Riju and his friends playing Cricket in Bangladesh W030-0726-021.JPG

An Optional Climate Loss and Damage Fund for rich countries simply isn’t Cricket

Brit, Jason Garrett, finds parallels between international cricket and mitigating climate change, and warns children are most at risk.

22 November 2023

With apologies to those who follow other sports, or don’t follow sport at all, but in recent weeks I have been following the Cricket World Cup.  Being English, the performance of the England team has not been very encouraging, and with every loss has come even more damage to our sporting reputation.  But it has also been exciting to see the performances of other teams, especially those with fewer resources and less experience at this level.

It has also helped me think about the upcoming COP28 meetings, which are being held in Dubai at the end of November and into early December.  One of the key issues being agreed at COP28 is the final details of the Loss and Damage Fund, which was first announced last year at COP27. The 2022 IPCC Report showed that whatever actions are taken there are some climate impacts that are already unavoidable, and so there needs to be a mechanism in place to provide funding for where climate disasters have caused both economic and non-economic losses and damage to infrastructure, property and human lives and livelihoods.

Many countries and communities around the world are facing loss and damage from climate-related disasters, and these are far more serious than the trials and tribulations of a few over-paid athletes.  However, there are parallels.

The Cricket World Cup is designed to benefit larger countries that have more resources and a longer tradition of playing at the top level.  From the initial draft designs of the new Loss & Damage Fund, it appears that it is being designed more in the interests of the donor countries than the most vulnerable countries and communities, who will be the ones facing the greatest threats from climate change related disasters.  There is concern that the fund will not raise enough money to cover the costs that will be faced by the most vulnerable countries, with rich countries only being ‘urged’ to contribute to the fund, so relying on voluntary contributions from the countries with the longest history of greenhouse gas emissions.

For child focused organisations such as World Vision, there is also a concern that the fund is not designed to address the specific impacts of climate change on children, nor have fund architects  listened to children’s voices as part of the design process.  Given that only 2.4% of climate finance allocations up until now have incorporated child responsive activities it is perhaps not surprising, although disappointing, that the new Loss & Damage Fund has not taken account of children’s particular needs and vulnerabilities.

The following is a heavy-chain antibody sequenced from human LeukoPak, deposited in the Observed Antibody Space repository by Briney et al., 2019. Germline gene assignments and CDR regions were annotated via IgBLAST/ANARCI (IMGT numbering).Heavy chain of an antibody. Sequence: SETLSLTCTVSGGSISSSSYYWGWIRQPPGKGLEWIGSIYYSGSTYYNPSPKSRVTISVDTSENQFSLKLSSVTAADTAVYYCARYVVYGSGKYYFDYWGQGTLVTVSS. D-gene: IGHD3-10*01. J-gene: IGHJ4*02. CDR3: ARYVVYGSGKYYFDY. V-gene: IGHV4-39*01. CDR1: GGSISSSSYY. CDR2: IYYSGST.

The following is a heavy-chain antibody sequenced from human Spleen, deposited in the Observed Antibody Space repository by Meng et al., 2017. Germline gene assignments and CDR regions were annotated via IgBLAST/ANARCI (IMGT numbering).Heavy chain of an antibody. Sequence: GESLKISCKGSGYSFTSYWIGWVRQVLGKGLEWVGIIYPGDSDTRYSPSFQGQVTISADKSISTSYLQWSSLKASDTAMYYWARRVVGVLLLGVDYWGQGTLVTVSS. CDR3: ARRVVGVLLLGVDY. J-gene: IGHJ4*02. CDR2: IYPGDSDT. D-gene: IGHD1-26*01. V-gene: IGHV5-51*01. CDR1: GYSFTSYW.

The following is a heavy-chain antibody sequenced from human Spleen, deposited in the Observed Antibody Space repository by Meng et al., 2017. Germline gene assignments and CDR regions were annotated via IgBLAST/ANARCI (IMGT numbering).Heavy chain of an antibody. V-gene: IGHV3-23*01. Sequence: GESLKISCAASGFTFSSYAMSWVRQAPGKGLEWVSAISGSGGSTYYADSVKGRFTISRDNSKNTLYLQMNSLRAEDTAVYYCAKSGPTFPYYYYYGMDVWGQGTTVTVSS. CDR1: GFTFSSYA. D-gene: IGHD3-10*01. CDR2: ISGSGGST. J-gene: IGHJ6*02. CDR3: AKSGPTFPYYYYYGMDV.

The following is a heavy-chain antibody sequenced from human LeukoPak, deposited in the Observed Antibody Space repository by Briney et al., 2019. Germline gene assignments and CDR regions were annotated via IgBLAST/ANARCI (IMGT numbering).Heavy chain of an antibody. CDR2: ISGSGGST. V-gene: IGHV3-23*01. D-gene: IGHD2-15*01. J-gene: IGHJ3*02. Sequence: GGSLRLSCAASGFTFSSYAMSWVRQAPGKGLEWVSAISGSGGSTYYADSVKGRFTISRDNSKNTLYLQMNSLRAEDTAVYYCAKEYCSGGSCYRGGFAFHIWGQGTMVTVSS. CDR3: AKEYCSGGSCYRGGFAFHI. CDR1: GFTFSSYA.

So World Vision, along with other members of the ‘Child Rights Climate Movement’ are calling for the Loss and Damage Fund to:

  • Include a specific reference to children and their rights
  • Ensure that it is child responsive and prioritises children who are already experiencing the worst effects of climate change in their communities
  • Include the provision of grants and direct access to community-based organisations and children’s groups, to make access to climate finance more inclusive and equitable.

Returning to the Cricket World Cup, it has been hosted very well by India and has brought joy to millions of people, including children. The question for the leaders and experts participating at COP28 is whether they can create as successful an event, and whether the outcomes will bring as much hope and joy to children as a cricket tournament -- especially for those on the front line of the climate crisis.

Jason Garret is World Vision UK’s senior resilience programming advisor. He will be helping raise the voices of children affected by the climate crisis and advocating on their behalf at COP28 in Dubai.

Learn more about World Vision at COP28

Picture caption: Ruji and his friends playing cricket in Bangladesh.